An unquiet mind

by Jamison, Kay R.

Format: Print Book 1996.
Availability: Available 4 of 6 copies
Available (4)
Location Collection Call #
Braddock Carnegie Library Non Fiction 616.89 JAM
Location  Braddock Carnegie Library
Collection  Non Fiction
Call Number  616.89 JAM
Carnegie Library of Homestead Non Fiction 616.89 Jami
Location  Carnegie Library of Homestead
Collection  Non Fiction
Call Number  616.89 Jami
Millvale Community Library Adult Non Fiction PSY 161.89 JAM
Location  Millvale Community Library
Collection  Adult Non Fiction
Call Number  PSY 161.89 JAM
Scott Township Library Nonfiction 616.895 JAM
Location  Scott Township Library
Collection  Nonfiction
Call Number  616.895 JAM
Unavailable (2)
Location Collection Status
Dormont Public Library Non-Fiction CHECKED OUT
Location  Dormont Public Library
Collection  Non-Fiction
Oakmont Carnegie Library Non-Fiction CHECKED OUT
Location  Oakmont Carnegie Library
Collection  Non-Fiction


In her bestselling classic, An Unquiet Mind, Kay Redfield Jamison changed the way we think about moods and madness.

Dr. Jamison is one of the foremost authorities on manic-depressive (bipolar) illness;nbsp;she has also experienced it firsthand. For evennbsp;while she was pursuing her career in academic medicine, Jamison found herself succumbing to the same exhilarating highs and catastrophic depressions that afflicted many of her patients, as her disorder launched her into ruinous spending sprees, episodes of violence, and an attemptednbsp;suicide.

Here Jamison examines bipolar illness from the dual perspectives of the healer and the healed, revealing both its terrors and the cruel allure that at times prompted her to resist taking medication. An Unquiet Mind is a memoir of enormous candor, vividness, and wisdom--a deeply powerful book that has both transformed and saved lives.

Published Reviews
Booklist Review: "Psychologist Jamison's controversial Touched with Fire (1993) explored the hypothetical link between artistic creativity and mood disorders, speculating that manic-depressive illness, which may be inherited, somehow enables art while ravaging the artist. Perhaps written in response to opponents of biological psychiatry and accusations of romanticizing the creative possibilities of serious mental illness, her new book recounts her own frightening experience as a manic depressive--a condition she regards as genetically rooted and has publicly disclosed only recently because of her professional position. Although Jamison illuminates the disorder's addictive aspects (which stem from the unusual clarity of thought and increased capabilities it can cause in the manic phase), much of her memoir recalls the horrors of intense depression, which often lead to suicide attempts, as indeed they did in her case ("My body is uninhabitable," she recalls feeling, "raging and weeping and full of destruction and wild energy gone amok" ). Her intermittent refusals to continue prescribed medication cost her relationships and threatened her sanity, but finally, she accepted a Lithium-dependent, relatively stable life. Her account is an act of both personal and professional bravery. (Reviewed August 1995)0679443746Whitney Scott"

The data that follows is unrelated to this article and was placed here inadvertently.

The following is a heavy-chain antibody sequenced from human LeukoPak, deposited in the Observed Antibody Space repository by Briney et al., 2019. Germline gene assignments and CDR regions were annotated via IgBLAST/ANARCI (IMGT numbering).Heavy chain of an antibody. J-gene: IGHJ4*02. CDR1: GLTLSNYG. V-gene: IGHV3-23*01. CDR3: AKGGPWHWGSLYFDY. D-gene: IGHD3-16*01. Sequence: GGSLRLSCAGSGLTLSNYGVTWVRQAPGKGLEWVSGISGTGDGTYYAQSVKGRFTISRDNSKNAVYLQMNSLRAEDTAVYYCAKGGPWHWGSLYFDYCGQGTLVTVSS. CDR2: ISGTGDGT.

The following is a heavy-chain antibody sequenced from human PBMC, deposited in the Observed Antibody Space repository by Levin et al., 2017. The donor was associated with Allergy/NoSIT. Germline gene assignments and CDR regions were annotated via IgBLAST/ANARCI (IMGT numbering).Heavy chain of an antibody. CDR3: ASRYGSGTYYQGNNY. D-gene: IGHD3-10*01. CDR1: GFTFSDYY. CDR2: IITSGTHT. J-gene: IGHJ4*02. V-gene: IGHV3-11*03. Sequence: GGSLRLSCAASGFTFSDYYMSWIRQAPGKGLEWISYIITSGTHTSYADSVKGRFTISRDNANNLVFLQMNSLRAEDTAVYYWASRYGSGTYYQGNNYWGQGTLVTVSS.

From Booklist, Copyright (c) American Library Association. Used with permission.
Publisher's Weekly Review: "Johns Hopkins psychiatry professor Jamison, whose Touched with Fire addressed the link between manic-depressive illness and creativity, offers a poignant and powerful memoir of her own struggles with and triumphs over the disease. Her story suggests that, yes, with lithium as regulator, psychotherapy as sanctuary, professional support and love, manic-depressive illness can be managed. The illness is often genetic, and Jamison's exuberant but depressive father was a portent. Her first wave of mania came in high school, but college was a struggle marked by violent moods and passions, and grad school pushed her over the edge. During her first decade on lithium, the drug's side effects blurred her vision so that she could concentrate only on journal articles or poetry. Eventually she attempted suicide. The author's traumas helped drive her academic passions; her work also led her to a happy marriage. She has not had children of her own and raises eloquent‘unanswerable‘questions about manic-depressives bearing children. 75,000 first printing; Literary Guild and Doubleday Book Club alternates; author tour. (Sept.) (c) Copyright PWxyz, LLC. All rights reserved"
(c) Copyright PWxyz, LLC. All rights reserved
Additional Information
Subjects Jamison, Kay R. -- Mental health.
Manic-depressive persons -- United States -- Biography.
Women college teachers -- United States -- Biography.
Publisher New York :Vintage Books,1996.
Edition 1st Vintage Books ed.
Language English
Notes Reprint. Originally published: New York : A.A. Knopf, 1995.
Description 223 pages ; 22 cm
ISBN 0679763309
Other Classic View